Men are 12 times more likely than women to suffer human bites that are severe enough to require surgery, according to a new study to be published in the July issue of the Emergency Medicine Journal.

The bites often occur during brawls and on weekends or holidays. Alcohol is almost always involved, according to the study’s researchers.

For the study, researchers reviewed the records of 92 patients requiring assessment for human bite wounds by the plastic surgery service at St James’s Hospital in Dublin, Ireland, between January 2003 and December 2005. The 92 patients had a total of 96 bites.

Researchers found:

— Eighty-five of the patients were men.

— Alcohol was involved in 86 percent of the incidents. Drugs were involved in 12 percent of the injuries.

— Seventy percent of the incidents occurred on weekends.

— Seven out of 10 of the bites were to the face. Sixty-five percent of the injuries were to the ear.

— Bites became infected in one in five patients, and the infection was more common when people waited more than 12 hours to seek medical attention.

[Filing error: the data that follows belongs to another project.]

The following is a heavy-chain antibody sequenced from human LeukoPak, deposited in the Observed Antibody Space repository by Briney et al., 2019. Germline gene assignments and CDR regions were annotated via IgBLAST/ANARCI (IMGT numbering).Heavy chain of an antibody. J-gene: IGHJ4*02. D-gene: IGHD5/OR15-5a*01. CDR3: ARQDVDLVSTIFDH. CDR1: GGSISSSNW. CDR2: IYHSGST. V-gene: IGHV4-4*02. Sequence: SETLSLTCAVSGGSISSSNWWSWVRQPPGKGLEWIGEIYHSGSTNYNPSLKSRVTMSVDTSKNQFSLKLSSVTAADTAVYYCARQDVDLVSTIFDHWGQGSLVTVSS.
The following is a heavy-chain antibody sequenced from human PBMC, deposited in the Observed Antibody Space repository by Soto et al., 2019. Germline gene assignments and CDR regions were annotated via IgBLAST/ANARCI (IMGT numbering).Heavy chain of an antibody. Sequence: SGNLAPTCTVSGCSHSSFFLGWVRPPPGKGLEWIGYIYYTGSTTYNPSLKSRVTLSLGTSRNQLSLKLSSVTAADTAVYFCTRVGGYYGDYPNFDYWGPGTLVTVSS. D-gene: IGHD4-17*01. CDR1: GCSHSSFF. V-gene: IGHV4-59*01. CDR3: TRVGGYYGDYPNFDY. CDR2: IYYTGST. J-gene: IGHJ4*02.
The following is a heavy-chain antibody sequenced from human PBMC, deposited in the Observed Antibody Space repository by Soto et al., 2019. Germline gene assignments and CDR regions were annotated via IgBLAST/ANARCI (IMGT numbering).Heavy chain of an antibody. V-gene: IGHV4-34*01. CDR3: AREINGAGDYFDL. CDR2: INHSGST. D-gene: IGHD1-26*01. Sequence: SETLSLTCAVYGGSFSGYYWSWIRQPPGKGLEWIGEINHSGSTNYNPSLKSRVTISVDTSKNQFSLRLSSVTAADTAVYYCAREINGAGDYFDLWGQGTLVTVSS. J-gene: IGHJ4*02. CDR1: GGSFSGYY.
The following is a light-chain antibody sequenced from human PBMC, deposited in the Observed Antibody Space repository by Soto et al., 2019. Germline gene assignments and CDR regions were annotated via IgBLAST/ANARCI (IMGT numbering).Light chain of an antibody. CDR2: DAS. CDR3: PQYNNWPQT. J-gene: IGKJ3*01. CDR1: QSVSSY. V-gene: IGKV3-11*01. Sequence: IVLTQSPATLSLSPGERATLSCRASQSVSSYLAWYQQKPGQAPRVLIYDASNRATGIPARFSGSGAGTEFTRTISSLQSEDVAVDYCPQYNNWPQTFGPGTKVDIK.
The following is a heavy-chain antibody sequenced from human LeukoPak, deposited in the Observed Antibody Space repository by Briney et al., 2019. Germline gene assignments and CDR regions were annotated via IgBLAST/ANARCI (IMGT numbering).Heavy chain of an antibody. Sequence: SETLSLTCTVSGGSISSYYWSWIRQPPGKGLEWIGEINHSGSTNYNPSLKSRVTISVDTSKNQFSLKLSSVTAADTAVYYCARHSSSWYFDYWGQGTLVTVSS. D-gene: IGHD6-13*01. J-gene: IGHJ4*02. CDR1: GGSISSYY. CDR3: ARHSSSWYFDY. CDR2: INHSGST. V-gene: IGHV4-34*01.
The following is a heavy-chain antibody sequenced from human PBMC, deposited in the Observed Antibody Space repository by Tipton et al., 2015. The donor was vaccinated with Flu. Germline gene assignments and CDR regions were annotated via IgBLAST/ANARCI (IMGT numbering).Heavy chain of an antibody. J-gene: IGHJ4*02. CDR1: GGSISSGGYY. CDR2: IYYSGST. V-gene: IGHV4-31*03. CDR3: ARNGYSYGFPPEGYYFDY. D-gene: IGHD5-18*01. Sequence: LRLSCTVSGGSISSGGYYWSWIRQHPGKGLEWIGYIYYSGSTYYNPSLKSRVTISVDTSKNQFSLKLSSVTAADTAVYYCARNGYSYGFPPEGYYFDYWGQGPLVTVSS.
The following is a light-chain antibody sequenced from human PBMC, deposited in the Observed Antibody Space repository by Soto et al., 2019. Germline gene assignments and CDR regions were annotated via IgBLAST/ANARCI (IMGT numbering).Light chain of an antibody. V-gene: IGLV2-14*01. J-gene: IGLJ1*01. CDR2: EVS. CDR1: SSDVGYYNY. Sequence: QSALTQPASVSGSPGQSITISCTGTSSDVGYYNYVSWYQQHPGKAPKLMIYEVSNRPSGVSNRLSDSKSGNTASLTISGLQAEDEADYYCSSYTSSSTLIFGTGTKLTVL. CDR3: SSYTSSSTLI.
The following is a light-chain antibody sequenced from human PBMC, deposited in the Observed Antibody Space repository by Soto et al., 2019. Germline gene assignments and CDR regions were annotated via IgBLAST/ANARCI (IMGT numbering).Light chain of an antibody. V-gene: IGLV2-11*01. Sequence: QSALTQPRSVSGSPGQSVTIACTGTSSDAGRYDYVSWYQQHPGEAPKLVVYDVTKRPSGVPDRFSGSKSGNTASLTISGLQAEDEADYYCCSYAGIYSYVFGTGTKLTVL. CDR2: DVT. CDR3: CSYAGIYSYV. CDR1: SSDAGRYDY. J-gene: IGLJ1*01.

Researchers said human bite wounds are more dangerous than people think and immediate medical attention should be sought for bites. “The human bite injury is a deceptive wound and because of the potential for infective, functional and aesthetic complications it requires prompt treatment,” they wrote.

Human bite wounds contain high levels of bacteria, as saliva contains as many as 100,000,000 organisms per milliliter, representing as many as 190 different species, according to eMedicine.com.

Left untreated, bites can cause the rapid growth of bacteria on the skin. Human bites have been shown to transmit hepatitis B and C, herpes simplex virus (HSV), syphilis, tuberculosis, actinomycosis, and tetanus, eMedicine says.

In addition to brawls, human bites often occur during sporting events, the researchers said. In the 1997 boxing match between Mike Tyson and Evander Holyfield, Tyson – who was losing the fight — famously bit Holyfield’s ear.